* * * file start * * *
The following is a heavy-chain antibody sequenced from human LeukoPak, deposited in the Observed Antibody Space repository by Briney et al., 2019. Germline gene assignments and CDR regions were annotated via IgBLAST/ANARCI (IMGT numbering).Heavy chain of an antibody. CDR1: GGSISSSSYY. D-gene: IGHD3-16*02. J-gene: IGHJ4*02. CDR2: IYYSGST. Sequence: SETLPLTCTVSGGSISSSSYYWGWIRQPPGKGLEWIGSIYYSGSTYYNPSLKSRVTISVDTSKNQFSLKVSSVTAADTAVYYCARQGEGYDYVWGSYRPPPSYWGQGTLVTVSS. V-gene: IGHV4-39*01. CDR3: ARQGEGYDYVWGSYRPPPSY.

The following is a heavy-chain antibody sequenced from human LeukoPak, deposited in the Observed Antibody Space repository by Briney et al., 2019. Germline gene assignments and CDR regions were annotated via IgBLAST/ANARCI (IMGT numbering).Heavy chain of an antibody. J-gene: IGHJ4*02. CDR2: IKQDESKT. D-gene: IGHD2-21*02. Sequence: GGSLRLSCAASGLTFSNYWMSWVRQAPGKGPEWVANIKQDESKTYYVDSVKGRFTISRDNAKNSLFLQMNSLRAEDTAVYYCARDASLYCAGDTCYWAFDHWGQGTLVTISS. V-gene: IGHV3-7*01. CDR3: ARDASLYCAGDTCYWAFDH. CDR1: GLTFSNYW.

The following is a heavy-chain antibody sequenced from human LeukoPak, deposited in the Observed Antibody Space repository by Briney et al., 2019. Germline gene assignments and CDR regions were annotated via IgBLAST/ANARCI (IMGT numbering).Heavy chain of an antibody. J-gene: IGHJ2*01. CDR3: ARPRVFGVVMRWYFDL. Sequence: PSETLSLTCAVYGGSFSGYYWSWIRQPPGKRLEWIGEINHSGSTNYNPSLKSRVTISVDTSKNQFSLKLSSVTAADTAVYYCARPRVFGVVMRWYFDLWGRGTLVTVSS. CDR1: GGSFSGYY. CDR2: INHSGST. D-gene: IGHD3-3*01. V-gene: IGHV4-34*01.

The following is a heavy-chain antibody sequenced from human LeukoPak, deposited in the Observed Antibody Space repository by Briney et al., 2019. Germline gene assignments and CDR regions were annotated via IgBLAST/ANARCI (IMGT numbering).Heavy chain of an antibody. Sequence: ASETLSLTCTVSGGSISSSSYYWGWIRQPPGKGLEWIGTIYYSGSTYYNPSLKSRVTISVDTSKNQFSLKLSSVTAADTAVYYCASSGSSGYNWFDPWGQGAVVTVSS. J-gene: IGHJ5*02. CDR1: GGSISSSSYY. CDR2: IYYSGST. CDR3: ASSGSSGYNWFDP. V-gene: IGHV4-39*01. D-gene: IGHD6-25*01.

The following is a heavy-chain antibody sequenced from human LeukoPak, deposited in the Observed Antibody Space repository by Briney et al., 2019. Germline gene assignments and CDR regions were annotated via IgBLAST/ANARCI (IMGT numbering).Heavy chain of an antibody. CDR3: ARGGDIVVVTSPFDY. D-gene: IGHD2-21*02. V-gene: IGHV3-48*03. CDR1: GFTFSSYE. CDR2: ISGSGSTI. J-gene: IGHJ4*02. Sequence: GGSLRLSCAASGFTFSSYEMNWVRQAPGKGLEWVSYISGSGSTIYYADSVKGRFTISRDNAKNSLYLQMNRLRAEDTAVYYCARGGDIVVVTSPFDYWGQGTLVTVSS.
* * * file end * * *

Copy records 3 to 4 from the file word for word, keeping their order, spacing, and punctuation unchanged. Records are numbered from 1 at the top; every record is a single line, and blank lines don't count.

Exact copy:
The following is a heavy-chain antibody sequenced from human LeukoPak, deposited in the Observed Antibody Space repository by Briney et al., 2019. Germline gene assignments and CDR regions were annotated via IgBLAST/ANARCI (IMGT numbering).Heavy chain of an antibody. J-gene: IGHJ2*01. CDR3: ARPRVFGVVMRWYFDL. Sequence: PSETLSLTCAVYGGSFSGYYWSWIRQPPGKRLEWIGEINHSGSTNYNPSLKSRVTISVDTSKNQFSLKLSSVTAADTAVYYCARPRVFGVVMRWYFDLWGRGTLVTVSS. CDR1: GGSFSGYY. CDR2: INHSGST. D-gene: IGHD3-3*01. V-gene: IGHV4-34*01.

The following is a heavy-chain antibody sequenced from human LeukoPak, deposited in the Observed Antibody Space repository by Briney et al., 2019. Germline gene assignments and CDR regions were annotated via IgBLAST/ANARCI (IMGT numbering).Heavy chain of an antibody. Sequence: ASETLSLTCTVSGGSISSSSYYWGWIRQPPGKGLEWIGTIYYSGSTYYNPSLKSRVTISVDTSKNQFSLKLSSVTAADTAVYYCASSGSSGYNWFDPWGQGAVVTVSS. J-gene: IGHJ5*02. CDR1: GGSISSSSYY. CDR2: IYYSGST. CDR3: ASSGSSGYNWFDP. V-gene: IGHV4-39*01. D-gene: IGHD6-25*01.